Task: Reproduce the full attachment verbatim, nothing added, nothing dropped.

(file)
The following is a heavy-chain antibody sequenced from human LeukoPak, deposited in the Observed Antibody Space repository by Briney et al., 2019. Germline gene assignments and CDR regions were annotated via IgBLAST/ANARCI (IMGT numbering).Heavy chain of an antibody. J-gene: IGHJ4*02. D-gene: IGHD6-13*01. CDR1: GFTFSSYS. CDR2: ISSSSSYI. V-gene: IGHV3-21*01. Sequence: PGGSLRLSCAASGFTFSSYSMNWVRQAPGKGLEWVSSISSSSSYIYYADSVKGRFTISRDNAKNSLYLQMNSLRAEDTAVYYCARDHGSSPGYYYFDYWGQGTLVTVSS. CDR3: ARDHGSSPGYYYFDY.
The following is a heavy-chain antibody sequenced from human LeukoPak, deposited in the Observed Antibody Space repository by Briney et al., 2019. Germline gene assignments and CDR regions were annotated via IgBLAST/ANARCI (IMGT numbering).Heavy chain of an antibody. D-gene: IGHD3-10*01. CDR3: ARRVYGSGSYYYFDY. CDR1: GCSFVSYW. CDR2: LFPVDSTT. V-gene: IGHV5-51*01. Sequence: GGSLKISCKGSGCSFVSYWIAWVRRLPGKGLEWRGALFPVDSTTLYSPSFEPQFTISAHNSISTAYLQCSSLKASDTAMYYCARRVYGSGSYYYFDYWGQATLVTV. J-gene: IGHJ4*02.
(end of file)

The following is a heavy-chain antibody sequenced from human LeukoPak, deposited in the Observed Antibody Space repository by Briney et al., 2019. Germline gene assignments and CDR regions were annotated via IgBLAST/ANARCI (IMGT numbering).Heavy chain of an antibody. J-gene: IGHJ4*02. D-gene: IGHD6-13*01. CDR1: GFTFSSYS. CDR2: ISSSSSYI. V-gene: IGHV3-21*01. Sequence: PGGSLRLSCAASGFTFSSYSMNWVRQAPGKGLEWVSSISSSSSYIYYADSVKGRFTISRDNAKNSLYLQMNSLRAEDTAVYYCARDHGSSPGYYYFDYWGQGTLVTVSS. CDR3: ARDHGSSPGYYYFDY.
The following is a heavy-chain antibody sequenced from human LeukoPak, deposited in the Observed Antibody Space repository by Briney et al., 2019. Germline gene assignments and CDR regions were annotated via IgBLAST/ANARCI (IMGT numbering).Heavy chain of an antibody. D-gene: IGHD3-10*01. CDR3: ARRVYGSGSYYYFDY. CDR1: GCSFVSYW. CDR2: LFPVDSTT. V-gene: IGHV5-51*01. Sequence: GGSLKISCKGSGCSFVSYWIAWVRRLPGKGLEWRGALFPVDSTTLYSPSFEPQFTISAHNSISTAYLQCSSLKASDTAMYYCARRVYGSGSYYYFDYWGQATLVTV. J-gene: IGHJ4*02.